The Golden Son by writer Shilpi Somaya Gowda is a heartwarming novel filled with nostalgia.
Here is my honest review of this book, which is going to be a bit longer than my usual reviews, as I thoroughly loved and savoured reading ‘The Golden Son’.
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The Golden Son by Shilpi Somaya Gowda: A review
Let me confess before we go ahead with this book review, that ‘The Golden Son’ is the only book I’ve ever read of Shilpi Somaya Gowda. And, this review is from my Indian viewpoint.
Let us browse through the blurb of the Golden Son
‘From the beloved author of ‘Secret Daughter’ comes a moving new novel of a young man at the crossroads of life.
Anil is the cherished son of a large family in rural India. As the eldest boy, he is expected to inherit the role of leader of his clan and arbiter of its disputes, dispensing wisdom and good advice.
Leena is his closest companion, a fiercely brave girl who loves nothing more than the wild terrain they inhabit and her close-knit family. As childhood friends, they are inseparable—but as adulthood approaches, they grow apart.
Anil is the first person in his family to leave India, the first to attend college, the first to become a doctor. Half a world away in Dallas, Texas, he is caught up in his new life, experiencing all the freedoms and temptations of American culture: he tastes alcohol for the first time, falls in love, and learns firsthand about his adopted country’s alluring, dangerous contradictions. Though his work in a gritty urban hospital is gruelling, Anil is determined to carve out his own life in America.
At home, Leena dreams of marriage, a strong and true love like the one shared by her parents, and leaves her beloved home to join her new husband’s family in a distant village.
Then things start to go wrong: Anil makes a medical mistake with tragic results, his first love begins to fray and a devastating event makes him question his worth as a doctor and as a friend. On a visit home, Anil rekindles a friendship with the woman who seems to understand him better than anyone else. But their relationship is complicated by a fateful decision made years earlier.
As the two old friends discover each other again, they must also weigh the choice between responsibility and freedom, and between loyalty and love’.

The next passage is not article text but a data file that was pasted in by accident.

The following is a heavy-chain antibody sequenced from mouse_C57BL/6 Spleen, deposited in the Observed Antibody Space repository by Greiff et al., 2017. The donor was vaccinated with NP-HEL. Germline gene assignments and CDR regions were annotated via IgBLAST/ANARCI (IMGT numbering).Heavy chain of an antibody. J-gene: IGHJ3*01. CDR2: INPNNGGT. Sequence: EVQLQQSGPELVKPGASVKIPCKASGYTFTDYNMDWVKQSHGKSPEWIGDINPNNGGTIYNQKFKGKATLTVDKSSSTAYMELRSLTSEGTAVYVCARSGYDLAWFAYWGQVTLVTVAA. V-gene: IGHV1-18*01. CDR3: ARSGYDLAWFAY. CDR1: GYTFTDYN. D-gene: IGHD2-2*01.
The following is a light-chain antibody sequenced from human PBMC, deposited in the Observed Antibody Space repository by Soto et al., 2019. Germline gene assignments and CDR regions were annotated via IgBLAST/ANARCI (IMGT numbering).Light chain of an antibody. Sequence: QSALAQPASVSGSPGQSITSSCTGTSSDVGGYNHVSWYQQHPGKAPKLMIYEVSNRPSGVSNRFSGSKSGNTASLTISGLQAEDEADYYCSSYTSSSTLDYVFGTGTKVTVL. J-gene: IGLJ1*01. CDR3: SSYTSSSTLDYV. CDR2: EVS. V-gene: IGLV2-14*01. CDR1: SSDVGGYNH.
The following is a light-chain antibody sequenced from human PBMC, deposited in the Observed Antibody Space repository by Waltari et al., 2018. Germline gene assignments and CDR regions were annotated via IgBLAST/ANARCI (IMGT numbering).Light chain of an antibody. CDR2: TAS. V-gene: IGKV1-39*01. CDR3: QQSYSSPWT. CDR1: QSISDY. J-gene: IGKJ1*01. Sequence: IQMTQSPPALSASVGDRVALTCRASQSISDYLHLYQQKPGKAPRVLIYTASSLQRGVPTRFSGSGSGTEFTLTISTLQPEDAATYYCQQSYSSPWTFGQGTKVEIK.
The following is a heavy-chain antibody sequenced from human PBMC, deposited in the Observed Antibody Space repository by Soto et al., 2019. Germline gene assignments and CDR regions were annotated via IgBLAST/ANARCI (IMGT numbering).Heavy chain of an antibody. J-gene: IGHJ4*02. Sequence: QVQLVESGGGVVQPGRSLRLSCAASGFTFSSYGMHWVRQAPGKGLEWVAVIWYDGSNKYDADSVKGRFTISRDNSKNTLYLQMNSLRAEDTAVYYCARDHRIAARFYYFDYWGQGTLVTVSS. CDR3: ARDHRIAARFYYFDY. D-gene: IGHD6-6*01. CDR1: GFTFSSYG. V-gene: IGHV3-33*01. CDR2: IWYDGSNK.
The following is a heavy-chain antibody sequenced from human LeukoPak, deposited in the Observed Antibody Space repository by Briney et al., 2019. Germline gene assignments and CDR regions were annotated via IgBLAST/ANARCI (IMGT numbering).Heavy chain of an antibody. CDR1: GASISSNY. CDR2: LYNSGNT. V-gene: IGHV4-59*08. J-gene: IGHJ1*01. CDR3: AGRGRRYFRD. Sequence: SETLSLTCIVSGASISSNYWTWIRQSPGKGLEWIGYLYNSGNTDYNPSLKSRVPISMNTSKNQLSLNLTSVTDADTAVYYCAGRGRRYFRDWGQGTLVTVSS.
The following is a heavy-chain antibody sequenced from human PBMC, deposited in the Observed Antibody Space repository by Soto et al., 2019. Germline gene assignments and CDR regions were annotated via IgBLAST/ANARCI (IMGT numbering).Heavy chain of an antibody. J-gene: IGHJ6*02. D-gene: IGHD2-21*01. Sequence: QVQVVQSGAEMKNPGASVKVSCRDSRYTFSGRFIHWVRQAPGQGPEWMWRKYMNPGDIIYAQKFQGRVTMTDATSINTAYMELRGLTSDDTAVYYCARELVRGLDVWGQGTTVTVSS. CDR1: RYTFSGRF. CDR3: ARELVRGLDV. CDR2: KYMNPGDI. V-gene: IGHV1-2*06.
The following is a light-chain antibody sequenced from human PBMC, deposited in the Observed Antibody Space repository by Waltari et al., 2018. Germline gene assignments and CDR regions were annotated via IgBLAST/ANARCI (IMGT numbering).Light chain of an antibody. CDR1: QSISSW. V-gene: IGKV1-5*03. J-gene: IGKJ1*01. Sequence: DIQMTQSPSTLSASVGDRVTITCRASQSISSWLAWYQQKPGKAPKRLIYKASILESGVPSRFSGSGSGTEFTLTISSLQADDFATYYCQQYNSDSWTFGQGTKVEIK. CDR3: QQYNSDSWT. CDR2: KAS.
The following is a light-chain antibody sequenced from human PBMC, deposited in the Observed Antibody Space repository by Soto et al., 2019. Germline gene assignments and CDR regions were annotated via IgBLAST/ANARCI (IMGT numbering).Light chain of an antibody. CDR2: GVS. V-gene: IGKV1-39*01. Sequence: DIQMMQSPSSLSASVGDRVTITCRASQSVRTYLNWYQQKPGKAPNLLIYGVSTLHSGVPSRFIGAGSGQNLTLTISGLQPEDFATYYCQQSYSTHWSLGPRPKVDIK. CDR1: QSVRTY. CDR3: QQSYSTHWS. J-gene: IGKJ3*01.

The Golden Son Book: Storyline
The story of the Golden Son deals with the ordeals of the eldest son of a rich family by name Anil, and the only daughter of a farmer couple — Leena. The disparity in their social conditions and status does not stop Anil and Leena, to forge a bond of friendship during their childhood. However, as they enter adolescence they drift apart due to various reasons.
Anil who hails from a family of landlords migrates to the US for higher studies in medicine and is in for a cultural shock both at the workplace and personal life. Yet, he copes and adapts well as time goes, so much so, that he wants to settle in the US (like any other Indian immigrant).
Back home, he has left his childhood friend Leena, and his own huge family comprising of his parents, three brothers, and a sister. Once Anil moves to Texas, Leena gets married into a so-called ‘good family’.
How does Anil respond to Leena’s marriage? What is Leena’s reaction? These form the crux of the story.
Well, you will have to read the book to know ‘what’ happens in the lives of all these characters post-Anil’s move to the US and the development of Anil as a balanced individual.
Characterization in The Golden Son book
The characterization in this book needs a special mention, as the writer has made sure that every character, be it animate or inanimate, has its importance, purpose, and a ‘say’ in the story.
Every character supports and helps the other characters around them to grow as an individual and develop their cognitive skills — be it the Mango tree, the potter’s wheel, the clay wares, the various wards in the hospital or the innocent kids.